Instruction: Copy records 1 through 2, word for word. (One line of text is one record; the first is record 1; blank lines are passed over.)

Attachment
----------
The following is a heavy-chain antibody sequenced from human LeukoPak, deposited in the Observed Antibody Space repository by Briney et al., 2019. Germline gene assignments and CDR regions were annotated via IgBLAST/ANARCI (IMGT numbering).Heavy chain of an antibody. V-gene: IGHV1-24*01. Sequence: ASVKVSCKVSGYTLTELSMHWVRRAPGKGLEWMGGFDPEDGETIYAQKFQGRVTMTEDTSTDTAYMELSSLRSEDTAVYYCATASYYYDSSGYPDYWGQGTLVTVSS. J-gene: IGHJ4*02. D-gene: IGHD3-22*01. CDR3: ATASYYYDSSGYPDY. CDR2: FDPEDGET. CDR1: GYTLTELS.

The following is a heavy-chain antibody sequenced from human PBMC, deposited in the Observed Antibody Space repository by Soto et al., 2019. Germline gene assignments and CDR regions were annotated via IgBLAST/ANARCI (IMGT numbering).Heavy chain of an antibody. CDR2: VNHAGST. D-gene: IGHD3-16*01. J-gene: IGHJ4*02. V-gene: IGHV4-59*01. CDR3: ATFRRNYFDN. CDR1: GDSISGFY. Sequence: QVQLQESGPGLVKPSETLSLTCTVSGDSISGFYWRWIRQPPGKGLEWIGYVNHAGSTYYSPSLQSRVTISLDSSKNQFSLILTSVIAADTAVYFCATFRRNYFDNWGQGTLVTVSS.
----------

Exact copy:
The following is a heavy-chain antibody sequenced from human LeukoPak, deposited in the Observed Antibody Space repository by Briney et al., 2019. Germline gene assignments and CDR regions were annotated via IgBLAST/ANARCI (IMGT numbering).Heavy chain of an antibody. V-gene: IGHV1-24*01. Sequence: ASVKVSCKVSGYTLTELSMHWVRRAPGKGLEWMGGFDPEDGETIYAQKFQGRVTMTEDTSTDTAYMELSSLRSEDTAVYYCATASYYYDSSGYPDYWGQGTLVTVSS. J-gene: IGHJ4*02. D-gene: IGHD3-22*01. CDR3: ATASYYYDSSGYPDY. CDR2: FDPEDGET. CDR1: GYTLTELS.

The following is a heavy-chain antibody sequenced from human PBMC, deposited in the Observed Antibody Space repository by Soto et al., 2019. Germline gene assignments and CDR regions were annotated via IgBLAST/ANARCI (IMGT numbering).Heavy chain of an antibody. CDR2: VNHAGST. D-gene: IGHD3-16*01. J-gene: IGHJ4*02. V-gene: IGHV4-59*01. CDR3: ATFRRNYFDN. CDR1: GDSISGFY. Sequence: QVQLQESGPGLVKPSETLSLTCTVSGDSISGFYWRWIRQPPGKGLEWIGYVNHAGSTYYSPSLQSRVTISLDSSKNQFSLILTSVIAADTAVYFCATFRRNYFDNWGQGTLVTVSS.